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Applied microbiology and biotechnology

Implication of manganese (III), oxalate, and oxygen in the degradation of nitroaromatic compounds by manganese peroxidase (MnP).


PMID 11935186

Abstract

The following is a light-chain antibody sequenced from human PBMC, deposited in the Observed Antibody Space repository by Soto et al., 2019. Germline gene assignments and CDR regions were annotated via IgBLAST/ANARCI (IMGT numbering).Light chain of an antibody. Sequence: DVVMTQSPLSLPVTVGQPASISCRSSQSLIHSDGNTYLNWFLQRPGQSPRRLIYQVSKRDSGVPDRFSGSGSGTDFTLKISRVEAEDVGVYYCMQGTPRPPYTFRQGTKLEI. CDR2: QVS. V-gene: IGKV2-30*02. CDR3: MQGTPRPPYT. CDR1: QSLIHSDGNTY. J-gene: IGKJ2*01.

The fungal ligninolytic enzyme manganese peroxidase (MnP) is known to function by oxidizing Mn(II) to Mn(III), a powerful oxidant. In this work, an abiotic system consisting of Mn(III) in oxalate buffer under aerobic conditions (Mn(III)/oxalate/O2 system) was shown to be capable of extensively transforming 2-amino-4,6-dinitrotoluene (2A46DNT)--one of the main reduction products of 2,4,6-trinitrotoluene (TNT). No significant transformation occurred in the presence of other organic acids or under anaerobic conditions. The Mn(III)/oxalate/O2 system was also able to transform other nitroaromatic compounds such as 2-nitrotoluene, 4-nitrotoluene, 2,4-dinitrotoluene, TNT - the latter to a lesser extent -, and their reduction derivatives. The Mn(III)/oxalate/O2 system mineralized 14C-U-ring labeled 2A46DNT slightly, while no significant mineralization of 14C-U-ring labeled TNT was observed. Unidentified 14C-transformation products were highly polar. Electron spin resonance experiments performed on the Mn(III)/oxalate/O2 system revealed the generation of formyl free radicals (*COO-). The oxygen requirement for the transformation of nitroaromatic compounds suggests the involvement of superoxide free radicals (O2-*). produced through autoxidation of *COO- by molecular oxygen. The implication of such a Mn(III)/oxalate/O2 system in the MnP-catalyzed degradation of nitroaromatic pollutants by white-rot fungi is further discussed.